How to Shoot Your Own Reference Photos

Shooting your own photo references for your artwork can be very effective for getting the visuals you need!

This video explains what is necessary for a photo reference to be effective, what visual elements to look for and emphasize, how to make choices on setting up a model, lighting, props, and more.

Sal Devito, Art Dare, Ken, reference photo
Sal Devito

Discussion led by Art Prof Clara Lieu and Teaching Artists Lauryn Welch and Cat Huang.

Prof Lieu’s Tips

Clara cartoon

I don’t think it’s bad to work from photos at all! I use photos all the time. There’s a big difference between using a photo as raw material that you then manipulate and transform, vs. copying a photo verbatim.

Lisbon Cityscape #14
Flickr album: Lisbon Cityscape

I think the most effective use of a reference photo is when you look at the artwork, you don’t think to yourself “that’s from a photo.” It’s a tough skill and takes many years of experience to do it well.

Flickr collection reference banner, Jellyfish

Video Walkthrough

  • Google Images is convenient, but it’s very limited.
  • Many images you find online are low resolution and poor quality.
  • Finding a good reference photo is surprisingly difficult & time consuming.
  • Photos of people online are often Photoshopped and too “perfect.” Shooting your own reference photos seems like extra work, but the results are really worth your time.
  • Shoot TONS of reference photos when you do.
  • It’s always okay to have too many reference photos.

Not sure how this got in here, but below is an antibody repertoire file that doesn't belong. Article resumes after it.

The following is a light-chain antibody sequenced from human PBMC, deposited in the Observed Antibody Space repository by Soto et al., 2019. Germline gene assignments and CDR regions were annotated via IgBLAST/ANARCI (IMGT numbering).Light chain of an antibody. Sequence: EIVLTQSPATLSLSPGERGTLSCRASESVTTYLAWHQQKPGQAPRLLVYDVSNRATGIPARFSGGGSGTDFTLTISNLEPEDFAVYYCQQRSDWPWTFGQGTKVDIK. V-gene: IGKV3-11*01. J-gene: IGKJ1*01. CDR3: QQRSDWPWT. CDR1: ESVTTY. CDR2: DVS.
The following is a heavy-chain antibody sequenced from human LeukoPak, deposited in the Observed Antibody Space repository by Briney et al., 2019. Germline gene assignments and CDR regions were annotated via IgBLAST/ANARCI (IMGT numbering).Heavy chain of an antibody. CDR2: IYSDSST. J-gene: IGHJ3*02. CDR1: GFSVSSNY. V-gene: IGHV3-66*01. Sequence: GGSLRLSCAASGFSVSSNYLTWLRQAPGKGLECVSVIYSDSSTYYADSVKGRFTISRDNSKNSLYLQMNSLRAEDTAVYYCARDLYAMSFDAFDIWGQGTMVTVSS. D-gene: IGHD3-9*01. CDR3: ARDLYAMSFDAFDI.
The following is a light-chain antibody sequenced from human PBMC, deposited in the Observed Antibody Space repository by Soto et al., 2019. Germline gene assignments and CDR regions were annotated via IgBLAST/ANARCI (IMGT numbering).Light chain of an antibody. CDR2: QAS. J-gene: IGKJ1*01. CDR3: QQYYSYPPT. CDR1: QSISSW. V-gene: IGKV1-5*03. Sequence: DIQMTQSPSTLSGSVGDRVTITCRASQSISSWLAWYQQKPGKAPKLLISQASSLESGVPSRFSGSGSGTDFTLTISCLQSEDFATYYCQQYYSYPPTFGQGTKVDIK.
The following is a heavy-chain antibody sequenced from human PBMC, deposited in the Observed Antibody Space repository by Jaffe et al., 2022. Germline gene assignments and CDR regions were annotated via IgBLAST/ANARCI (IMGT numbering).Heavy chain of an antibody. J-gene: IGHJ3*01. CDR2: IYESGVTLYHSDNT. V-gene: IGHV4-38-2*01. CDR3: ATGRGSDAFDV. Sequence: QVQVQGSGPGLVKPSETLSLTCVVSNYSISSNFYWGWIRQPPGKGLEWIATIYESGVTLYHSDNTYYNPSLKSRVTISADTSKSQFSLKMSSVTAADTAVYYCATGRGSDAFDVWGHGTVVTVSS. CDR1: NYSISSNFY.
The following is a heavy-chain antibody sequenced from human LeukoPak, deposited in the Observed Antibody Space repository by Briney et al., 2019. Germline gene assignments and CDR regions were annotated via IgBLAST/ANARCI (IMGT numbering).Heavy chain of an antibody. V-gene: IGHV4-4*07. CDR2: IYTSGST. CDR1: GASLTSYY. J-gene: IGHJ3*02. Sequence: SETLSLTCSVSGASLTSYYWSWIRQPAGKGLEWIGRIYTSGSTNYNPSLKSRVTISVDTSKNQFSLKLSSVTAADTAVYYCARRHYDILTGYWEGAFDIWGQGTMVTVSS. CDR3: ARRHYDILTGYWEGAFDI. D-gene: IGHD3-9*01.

• Not having enough reference photos is a hassle.
  • Shoot various points of view: from above, from below, from the side.
  • Avoid copying the reference photo’s composition verbatim.
  • Think about your reference photo as a raw material you will manipulate and transform dramatically.
  • It’s not a good sign if your reference photo looks better than your artwork.
  • You can set up a specific lighting situation when you shoot your own photos.
  • You don’t always have to plan the exact reference photo you want.
  • Try shooting some spontaneous reference photos to get new ideas.
  • Blend together multiple photo references to create your artwork.
  • Sometimes you can shoot a reference photo of yourself.
  • Other times you will need someone to model for you for the photo.
  • Use pieces of a reference photo; perhaps you want to use a similar color scheme and put it in a new context in your artwork.
Flickr collection reference banner, Linda

Trent’s Tips

Trent PNG Discord

Yes, when you try to do something, you run into problems and roadblocks. Then you become a motivated learner and will read/watch instructional content with intention.

Actually, you’ll start subconsciously looking for solutions to your problem all over the place. This is why I think it is so important to just get started on something.

Once you do that, it’s like the world goes out of its way to teach you things 😃

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